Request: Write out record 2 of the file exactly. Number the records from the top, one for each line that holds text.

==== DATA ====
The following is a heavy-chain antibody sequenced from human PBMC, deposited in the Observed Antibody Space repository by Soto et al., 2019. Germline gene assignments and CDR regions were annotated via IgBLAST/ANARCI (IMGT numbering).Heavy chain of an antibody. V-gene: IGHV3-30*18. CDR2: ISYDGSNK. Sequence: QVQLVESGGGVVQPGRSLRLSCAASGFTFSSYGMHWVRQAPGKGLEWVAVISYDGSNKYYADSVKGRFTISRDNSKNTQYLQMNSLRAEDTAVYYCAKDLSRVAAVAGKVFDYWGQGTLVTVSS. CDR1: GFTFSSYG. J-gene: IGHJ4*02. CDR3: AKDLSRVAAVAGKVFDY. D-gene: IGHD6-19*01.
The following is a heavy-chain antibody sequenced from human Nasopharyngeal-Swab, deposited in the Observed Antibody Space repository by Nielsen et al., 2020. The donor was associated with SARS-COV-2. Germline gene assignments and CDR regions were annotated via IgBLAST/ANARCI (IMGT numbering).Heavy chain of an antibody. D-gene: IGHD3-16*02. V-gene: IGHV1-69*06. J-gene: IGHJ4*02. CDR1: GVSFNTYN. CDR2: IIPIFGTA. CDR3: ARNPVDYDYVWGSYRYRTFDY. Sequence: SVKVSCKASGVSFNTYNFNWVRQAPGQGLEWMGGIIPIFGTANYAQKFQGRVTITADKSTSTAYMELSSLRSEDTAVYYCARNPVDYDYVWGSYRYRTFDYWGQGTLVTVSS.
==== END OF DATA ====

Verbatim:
The following is a heavy-chain antibody sequenced from human Nasopharyngeal-Swab, deposited in the Observed Antibody Space repository by Nielsen et al., 2020. The donor was associated with SARS-COV-2. Germline gene assignments and CDR regions were annotated via IgBLAST/ANARCI (IMGT numbering).Heavy chain of an antibody. D-gene: IGHD3-16*02. V-gene: IGHV1-69*06. J-gene: IGHJ4*02. CDR1: GVSFNTYN. CDR2: IIPIFGTA. CDR3: ARNPVDYDYVWGSYRYRTFDY. Sequence: SVKVSCKASGVSFNTYNFNWVRQAPGQGLEWMGGIIPIFGTANYAQKFQGRVTITADKSTSTAYMELSSLRSEDTAVYYCARNPVDYDYVWGSYRYRTFDYWGQGTLVTVSS.